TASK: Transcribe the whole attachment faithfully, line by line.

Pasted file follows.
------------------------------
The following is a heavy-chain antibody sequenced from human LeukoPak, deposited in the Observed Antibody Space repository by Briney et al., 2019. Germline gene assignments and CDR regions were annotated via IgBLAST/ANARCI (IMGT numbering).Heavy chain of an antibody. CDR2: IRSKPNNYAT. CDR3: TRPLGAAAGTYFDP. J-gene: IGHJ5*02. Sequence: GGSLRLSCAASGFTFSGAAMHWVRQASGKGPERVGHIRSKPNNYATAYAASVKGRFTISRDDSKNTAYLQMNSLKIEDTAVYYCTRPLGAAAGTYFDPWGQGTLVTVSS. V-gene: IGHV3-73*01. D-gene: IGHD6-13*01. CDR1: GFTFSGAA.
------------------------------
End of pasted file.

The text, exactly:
The following is a heavy-chain antibody sequenced from human LeukoPak, deposited in the Observed Antibody Space repository by Briney et al., 2019. Germline gene assignments and CDR regions were annotated via IgBLAST/ANARCI (IMGT numbering).Heavy chain of an antibody. CDR2: IRSKPNNYAT. CDR3: TRPLGAAAGTYFDP. J-gene: IGHJ5*02. Sequence: GGSLRLSCAASGFTFSGAAMHWVRQASGKGPERVGHIRSKPNNYATAYAASVKGRFTISRDDSKNTAYLQMNSLKIEDTAVYYCTRPLGAAAGTYFDPWGQGTLVTVSS. V-gene: IGHV3-73*01. D-gene: IGHD6-13*01. CDR1: GFTFSGAA.